Starbucks, Chick-fil-A, Now Amazon: Why Controversy is Bad for Business

Source: Flickr

For the life of me, I don’t understand why companies – or prominent figures on their leadership teams – publicly engage in financing or commenting on controversial topics that don’t relate at all to the products and services they’re selling.

Before the recent furor over Chick-fil-A president Dan Cathy’s statements supporting traditional marriage, Starbucks made headlines by supporting same-sex marriage, sparking a protest called “Dump Starbucks” and damaging the brand.

At the time, I wrote:

Once again, what you or I think of gay marriage isn’t at the heart of this issue – good business practice is. You can and should have informed opinions about the most hotly debated issues of the day, but no matter how you slice it, politicizing your brand spells danger. When I donate money to a cancer research foundation, I want to know that my money is stopping cancer. I don’t want to worry about abortion, one way or the other. I don’t even want to think about it, because it stigmatizes my unrelated behavior of trying to fund cancer research. When I want to buy a cup of coffee, I want to buy the best damn cup of coffee I can lay hands on, not worry about what side of a hot button political issue I’m supporting. I’m not looking to join a movement, I just want some caffeine.

As your customer, I want to buy your products or services, NOT your ideology.

I can’t make this clear enough. Brands that take this approach may feel like they’re doing the right thing, but all they’re really doing is hurting their business. I can’t think of a friend or family member who doesn’t go to Starbucks at least some of the time. And because I know the religious and political affiliation of most of my friends and family, I know that this move will significantly impact their willingness to give money to Starbucks again. If I were a business owner, I couldn’t imagine making a decision that I knew would alienate a large portion of my customer base. It would be a purely selfish move, and it would mean that my personal political preferences are more important to me than the satisfaction of my customers. People get rightfully upset when companies get greedy, raising prices and keeping profits and offering poor customer service. How is this different? It’s a sort of intellectual greed, a means of saying to the consumer, “It’s not about you and your experience of our brand – it’s about us and what we want.”

I understand that both Howard Schultz and Dan Cathy felt they had to say what they believed in, but it wasn’t particularly smart business. If people want to support or boycott Starbucks because of it, I get it. If they want to boycott or support Chick-fil-A because of it, that’s their right. But why invite that type of trouble to your business? You’d be hard pressed to argue that either Starbucks or Chick-fil-A gained more customers than they lost by jumping into the fray.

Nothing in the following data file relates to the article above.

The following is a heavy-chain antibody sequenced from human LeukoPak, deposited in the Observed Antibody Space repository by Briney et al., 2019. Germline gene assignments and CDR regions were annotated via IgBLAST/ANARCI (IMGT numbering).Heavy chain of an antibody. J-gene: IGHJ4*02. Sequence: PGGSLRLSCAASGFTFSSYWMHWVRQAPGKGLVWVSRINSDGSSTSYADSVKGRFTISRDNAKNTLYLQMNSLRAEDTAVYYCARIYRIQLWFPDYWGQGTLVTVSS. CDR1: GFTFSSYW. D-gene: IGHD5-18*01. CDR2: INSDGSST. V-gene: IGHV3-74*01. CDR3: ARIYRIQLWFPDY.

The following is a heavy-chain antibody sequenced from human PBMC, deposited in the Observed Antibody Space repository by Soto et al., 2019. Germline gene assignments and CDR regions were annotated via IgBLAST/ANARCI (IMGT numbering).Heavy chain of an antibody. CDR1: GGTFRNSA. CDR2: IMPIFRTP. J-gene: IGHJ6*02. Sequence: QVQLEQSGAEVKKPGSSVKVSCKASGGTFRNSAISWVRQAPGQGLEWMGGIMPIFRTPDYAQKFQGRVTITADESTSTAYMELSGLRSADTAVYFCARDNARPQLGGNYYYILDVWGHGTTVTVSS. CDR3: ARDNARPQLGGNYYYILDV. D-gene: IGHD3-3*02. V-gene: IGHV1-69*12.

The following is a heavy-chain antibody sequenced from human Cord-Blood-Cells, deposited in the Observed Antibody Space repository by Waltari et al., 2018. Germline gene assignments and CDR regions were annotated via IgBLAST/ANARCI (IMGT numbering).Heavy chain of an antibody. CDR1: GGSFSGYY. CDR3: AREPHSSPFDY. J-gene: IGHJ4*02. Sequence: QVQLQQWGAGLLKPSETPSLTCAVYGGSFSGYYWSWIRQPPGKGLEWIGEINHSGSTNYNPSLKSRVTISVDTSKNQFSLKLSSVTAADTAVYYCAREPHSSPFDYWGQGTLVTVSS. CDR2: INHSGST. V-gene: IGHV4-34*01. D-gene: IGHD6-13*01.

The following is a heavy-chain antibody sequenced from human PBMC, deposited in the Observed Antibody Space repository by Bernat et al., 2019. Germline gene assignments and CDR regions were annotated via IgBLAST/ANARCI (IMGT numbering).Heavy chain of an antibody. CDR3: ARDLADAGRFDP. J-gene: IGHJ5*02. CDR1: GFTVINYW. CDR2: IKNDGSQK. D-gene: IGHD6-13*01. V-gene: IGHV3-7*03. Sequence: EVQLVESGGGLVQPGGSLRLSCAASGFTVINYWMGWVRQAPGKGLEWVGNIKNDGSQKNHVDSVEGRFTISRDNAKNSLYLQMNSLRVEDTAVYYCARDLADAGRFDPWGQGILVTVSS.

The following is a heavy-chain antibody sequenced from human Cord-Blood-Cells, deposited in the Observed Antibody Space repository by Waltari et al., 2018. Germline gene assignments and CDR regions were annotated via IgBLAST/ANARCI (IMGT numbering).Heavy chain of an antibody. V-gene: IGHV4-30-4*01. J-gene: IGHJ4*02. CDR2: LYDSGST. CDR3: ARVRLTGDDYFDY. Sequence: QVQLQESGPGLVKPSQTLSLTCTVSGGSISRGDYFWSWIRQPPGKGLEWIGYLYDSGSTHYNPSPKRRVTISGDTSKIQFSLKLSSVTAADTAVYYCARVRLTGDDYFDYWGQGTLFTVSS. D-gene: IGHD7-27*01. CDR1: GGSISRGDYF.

Chick-fil-A company spokesman Don Perry (who, at the time of this writing has just been reported to have passed away) apparently agreed that the best approach to the topic is to leave it alone:

The quick-service chicken chain said Thursday in a statement that “going forward, our intent is to leave the policy debate over same-sex marriage to the government and political arena.”

For the company, leaving the policy debate means “not proactively being engaged in the dialogue” on gay marriage, spokesman Don Perry wrote in an email. Perry did not respond to questions on whether the company would stop donating to causes that oppose gay marriage.


Chick-fil-A said in the statement that the elder Cathy founded the company with the intent to apply “biblically-based principles to managing his business.”

“For example, we believe that closing on Sundays, operating debt-free and devoting a percentage of our profits back to our communities are what make us a stronger company and Chick-fil-A family,” it said.

“The Chick-fil-A culture and service tradition in our restaurants is to treat every person with honor, dignity and respect – regardless of their belief, race, creed, sexual orientation or gender,” the company added.

But good business practice – or prudence, if you prefer – isn’t slowing this train down. This afternoon, it’s being reported that Jeff Bezos, Amazon CEO, is donating $2.5 million of his own personal funds to support gay marriage efforts in Washington State. Writes Jena McGregor of the Washington Post blog:

It’s too early to tell whether Bezos’ massive gift will have repercussions with customers who are opponents of the issue. Will they stop ordering books and toys from the world’s largest online retailer, as some customers have threatened to do with Chick-fil-A’s sandwiches? Will groups against gay marriage protest the company’s decision, as they did when Starbucks spoke out on its position? Will Mike Huckabee start a “Boycott Day”? Who knows.